The wider the focus, the more likely that your student will have that "aha" moment, finding a hook that resonates. If your student has trouble with the structure of writing, perhaps focusing on the content will help free up her creative juices.
English Composition Resources
Process-based writing can still be broken down into quantifiable smaller assignments, even if they do not follow the traditional format. The process-based writing assignments below use tools from The Writing Center at UNC, which has published a large collection of writing resources for college composition.
The center's printables and videos are excellent tools for teaching English composition for high school and offer detailed explanations about research, sourcing, organization, editing, and proofreading, voice, fallacies, thesis statements, and dozens of other writing topics.
The resources are arranged alphabetically. This makes them easy to find by topic, but unfortunately doesn't offer much in the way of an orderly progression for teaching. Our assignments are a suggested order of study to use the resources for English composition for a homeschooled high school student.
The UNC Writing Center offers Three Tips on Teaching Writing articles that you may find useful, particularly the In-Class Writing Exercises. Note that the writing and organizing process will affect students in dramatically different ways.
Our composition assignment is for a literary analysis composition, but these can be the most difficult types of papers to write. You may choose to initially use the process with a non-fiction topic of choice instead of writing about a literary work.
English Composition Course Assignments
The following assignments make use of the resources from the UNC Writing Center and are organized in such a way as to allow the student to take advantage of the non-linear and recursive nature of writing. Each step is a single assignment and links to the corresponding resources from the UNC Writing Center that will be the course materials.
Using these assignments over an appropriate number of work hours, students can meet a high school English composition requirement which can be included on the student's official homeschool transcript (always verify your state's requirements).
The assignments can be used for a wide range of writing topics, including:
- research papers
- argumentation/persuasion papers
- op-ed essays
- social sciences, technical sciences, or natural sciences topical papers
- literary analysis
The initial focus of the assignments is on the thought process rather than the structure, although the progression leads toward organization and structure. Some students may work through these assignments quickly. For others, it may be a months-long process.
Remember that the goal is not a certain number of papers per year, but mastery of the process.
Although not required in the assignments below, students may benefit from creating an annotated bibliography as part of their compiling and evaluation of sources.
If you would like to print the assignments, we have them as a PDF here: Composition assignment printable
- Writing About Literature - Read Writing About Literature. Familiarize yourself with how you might write about the book you have chosen using the ideas presented. (If you are using a topic other than literature, choose the appropriate topic from Writing for Specific Fields in the last column of the handout page.)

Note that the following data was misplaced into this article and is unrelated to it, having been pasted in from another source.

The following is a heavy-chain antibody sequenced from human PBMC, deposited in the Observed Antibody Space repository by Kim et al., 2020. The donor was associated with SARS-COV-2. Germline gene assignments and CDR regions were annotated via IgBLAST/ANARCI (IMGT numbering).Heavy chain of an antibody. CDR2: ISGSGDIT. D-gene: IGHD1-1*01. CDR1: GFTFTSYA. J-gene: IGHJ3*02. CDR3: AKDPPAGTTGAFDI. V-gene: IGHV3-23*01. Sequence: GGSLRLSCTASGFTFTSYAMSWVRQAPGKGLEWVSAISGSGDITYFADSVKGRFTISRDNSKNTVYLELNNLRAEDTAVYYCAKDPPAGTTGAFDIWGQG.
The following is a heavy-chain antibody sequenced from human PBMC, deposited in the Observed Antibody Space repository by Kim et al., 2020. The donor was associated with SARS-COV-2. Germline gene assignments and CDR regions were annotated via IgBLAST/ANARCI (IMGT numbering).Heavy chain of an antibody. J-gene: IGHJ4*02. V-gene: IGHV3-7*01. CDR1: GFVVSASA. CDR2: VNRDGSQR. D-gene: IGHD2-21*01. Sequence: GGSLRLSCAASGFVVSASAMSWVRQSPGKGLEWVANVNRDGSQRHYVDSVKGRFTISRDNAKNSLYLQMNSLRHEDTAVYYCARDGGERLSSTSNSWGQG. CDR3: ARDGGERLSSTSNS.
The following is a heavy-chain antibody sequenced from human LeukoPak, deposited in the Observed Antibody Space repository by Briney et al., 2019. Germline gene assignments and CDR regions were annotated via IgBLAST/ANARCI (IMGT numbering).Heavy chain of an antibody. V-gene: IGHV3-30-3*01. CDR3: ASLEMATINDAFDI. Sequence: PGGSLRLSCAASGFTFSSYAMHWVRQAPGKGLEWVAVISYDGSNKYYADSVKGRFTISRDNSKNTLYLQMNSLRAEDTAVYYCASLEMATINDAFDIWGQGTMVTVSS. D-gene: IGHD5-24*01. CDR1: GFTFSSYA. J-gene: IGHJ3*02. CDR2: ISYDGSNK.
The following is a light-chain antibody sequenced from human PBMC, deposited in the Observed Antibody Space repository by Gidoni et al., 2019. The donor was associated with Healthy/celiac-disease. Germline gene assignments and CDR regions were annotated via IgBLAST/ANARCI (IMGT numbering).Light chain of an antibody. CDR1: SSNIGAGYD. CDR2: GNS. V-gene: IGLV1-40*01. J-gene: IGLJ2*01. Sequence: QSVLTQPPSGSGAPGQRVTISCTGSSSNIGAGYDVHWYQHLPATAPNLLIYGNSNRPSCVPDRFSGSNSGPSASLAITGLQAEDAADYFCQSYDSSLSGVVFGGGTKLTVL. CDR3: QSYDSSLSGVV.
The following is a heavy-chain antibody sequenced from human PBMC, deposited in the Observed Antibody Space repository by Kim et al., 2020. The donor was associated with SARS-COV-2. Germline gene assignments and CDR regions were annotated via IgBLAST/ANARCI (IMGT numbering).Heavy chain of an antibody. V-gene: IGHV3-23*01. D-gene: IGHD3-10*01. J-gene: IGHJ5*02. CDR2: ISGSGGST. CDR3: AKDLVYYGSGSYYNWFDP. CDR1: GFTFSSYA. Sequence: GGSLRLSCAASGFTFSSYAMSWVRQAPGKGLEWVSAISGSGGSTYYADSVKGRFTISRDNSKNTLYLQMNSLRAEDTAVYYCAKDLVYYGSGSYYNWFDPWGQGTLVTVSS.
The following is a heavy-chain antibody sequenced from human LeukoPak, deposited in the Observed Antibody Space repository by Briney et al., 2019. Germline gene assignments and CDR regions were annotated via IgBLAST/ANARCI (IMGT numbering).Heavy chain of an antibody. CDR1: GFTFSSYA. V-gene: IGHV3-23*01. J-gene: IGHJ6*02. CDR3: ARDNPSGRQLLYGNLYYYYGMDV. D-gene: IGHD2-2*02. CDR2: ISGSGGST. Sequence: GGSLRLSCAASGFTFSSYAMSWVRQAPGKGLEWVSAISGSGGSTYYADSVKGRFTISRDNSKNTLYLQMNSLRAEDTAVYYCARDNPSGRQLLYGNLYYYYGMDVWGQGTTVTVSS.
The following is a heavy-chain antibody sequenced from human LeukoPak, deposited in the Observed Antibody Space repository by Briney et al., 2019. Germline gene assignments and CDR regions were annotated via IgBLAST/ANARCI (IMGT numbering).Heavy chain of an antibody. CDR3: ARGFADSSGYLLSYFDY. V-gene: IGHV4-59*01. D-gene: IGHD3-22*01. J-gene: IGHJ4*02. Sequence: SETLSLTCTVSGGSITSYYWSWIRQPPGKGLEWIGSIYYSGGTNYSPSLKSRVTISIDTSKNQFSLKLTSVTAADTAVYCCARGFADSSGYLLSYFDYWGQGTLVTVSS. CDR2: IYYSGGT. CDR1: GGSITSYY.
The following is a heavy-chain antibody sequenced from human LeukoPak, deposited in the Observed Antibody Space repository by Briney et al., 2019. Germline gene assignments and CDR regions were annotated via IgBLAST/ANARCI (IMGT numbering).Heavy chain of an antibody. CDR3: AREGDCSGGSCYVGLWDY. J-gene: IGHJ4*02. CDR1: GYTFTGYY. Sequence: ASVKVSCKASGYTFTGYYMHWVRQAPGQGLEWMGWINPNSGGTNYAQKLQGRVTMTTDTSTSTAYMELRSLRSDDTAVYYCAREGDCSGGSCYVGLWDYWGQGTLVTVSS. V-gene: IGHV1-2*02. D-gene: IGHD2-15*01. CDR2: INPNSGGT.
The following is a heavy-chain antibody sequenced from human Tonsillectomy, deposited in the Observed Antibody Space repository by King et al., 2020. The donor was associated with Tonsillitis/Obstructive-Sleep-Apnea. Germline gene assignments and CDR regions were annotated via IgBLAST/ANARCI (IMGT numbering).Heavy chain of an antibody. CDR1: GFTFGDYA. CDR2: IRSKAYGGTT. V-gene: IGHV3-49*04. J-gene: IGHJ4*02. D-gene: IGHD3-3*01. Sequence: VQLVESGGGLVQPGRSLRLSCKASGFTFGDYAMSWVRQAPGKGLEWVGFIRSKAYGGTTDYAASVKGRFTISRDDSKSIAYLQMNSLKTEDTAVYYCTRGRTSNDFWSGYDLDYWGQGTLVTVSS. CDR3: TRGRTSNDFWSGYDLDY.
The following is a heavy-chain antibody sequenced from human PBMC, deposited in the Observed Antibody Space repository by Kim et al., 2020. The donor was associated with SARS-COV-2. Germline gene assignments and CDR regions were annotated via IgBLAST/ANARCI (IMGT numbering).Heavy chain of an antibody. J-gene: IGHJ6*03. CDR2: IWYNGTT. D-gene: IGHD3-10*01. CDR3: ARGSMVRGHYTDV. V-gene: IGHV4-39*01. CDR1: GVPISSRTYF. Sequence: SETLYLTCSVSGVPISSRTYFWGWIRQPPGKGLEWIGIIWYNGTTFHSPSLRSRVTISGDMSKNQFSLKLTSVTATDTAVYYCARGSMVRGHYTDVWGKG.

- Argument - Read the argument page and think about how you would like to argue your thesis for the book or topic you have chosen.
- Brainstorming - It's time to get some words on paper during the brainstorming phase—this is where the writing begins. Read the information about brainstorming and begin brainstorming for your essay. Choose the methods that work best for you, but do at least three methods. The more the better, because it gives you lots of ideas to use when you start putting everything together.
- Summarizing - Review the information on the page for Writing About Literature (or the appropriate topic from Writing for Specific Fields). Read the information about summarizing what you know at the provided link. Using the brainstorming resources that you did in the last assignment and what you just read about summarizing, start writing all of your random thoughts about the topic into sentences and/or paragraphs in a word processor document. Use the return key after each thought group to separate it from the next one. Do not worry about connecting your thoughts, just form them into sentences and/or paragraphs with returns after each. When you are finished, print your pages.
- Color Coding - Watch the video on the color coding page. Take the random sentences and paragraphs that you have written as part of your brainstorming and cut with scissors between each line where you have hit the return key. Use color coding to organize them into groups (you can just make a line or mark on each piece of paper with a colored marker where each color represents a topic). Group the colors and evaluate the amount of information that you have for each one. Items that do not have much information will need to be evaluated on whether the topic should be further researched and included or dropped altogether.
- Thesis Statements - Read the information at the link in preparation for deciding on a thesis for your paper. Using the information on the thesis page, come up with a thesis for your essay on the book you have chosen. Choose a thesis that you feel strongly about and that you can argue effectively. It should try to convince the reader of something instead of just listing facts.
- Outlines - Review the information on the Writing About Literature page. Use the color coding that you have completed to determine the main sections of your paper. Watch the video about outlines at the link provided. Create an outline.